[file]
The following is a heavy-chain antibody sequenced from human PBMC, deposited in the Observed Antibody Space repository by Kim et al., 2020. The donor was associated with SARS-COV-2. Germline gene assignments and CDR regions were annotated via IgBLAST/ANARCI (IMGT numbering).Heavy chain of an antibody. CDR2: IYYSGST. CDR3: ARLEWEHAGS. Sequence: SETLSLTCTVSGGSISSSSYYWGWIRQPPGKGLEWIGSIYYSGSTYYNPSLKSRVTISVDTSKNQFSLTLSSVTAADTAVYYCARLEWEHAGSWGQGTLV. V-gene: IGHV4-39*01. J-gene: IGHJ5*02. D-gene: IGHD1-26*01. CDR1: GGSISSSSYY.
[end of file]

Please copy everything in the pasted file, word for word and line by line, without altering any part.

The following is a heavy-chain antibody sequenced from human PBMC, deposited in the Observed Antibody Space repository by Kim et al., 2020. The donor was associated with SARS-COV-2. Germline gene assignments and CDR regions were annotated via IgBLAST/ANARCI (IMGT numbering).Heavy chain of an antibody. CDR2: IYYSGST. CDR3: ARLEWEHAGS. Sequence: SETLSLTCTVSGGSISSSSYYWGWIRQPPGKGLEWIGSIYYSGSTYYNPSLKSRVTISVDTSKNQFSLTLSSVTAADTAVYYCARLEWEHAGSWGQGTLV. V-gene: IGHV4-39*01. J-gene: IGHJ5*02. D-gene: IGHD1-26*01. CDR1: GGSISSSSYY.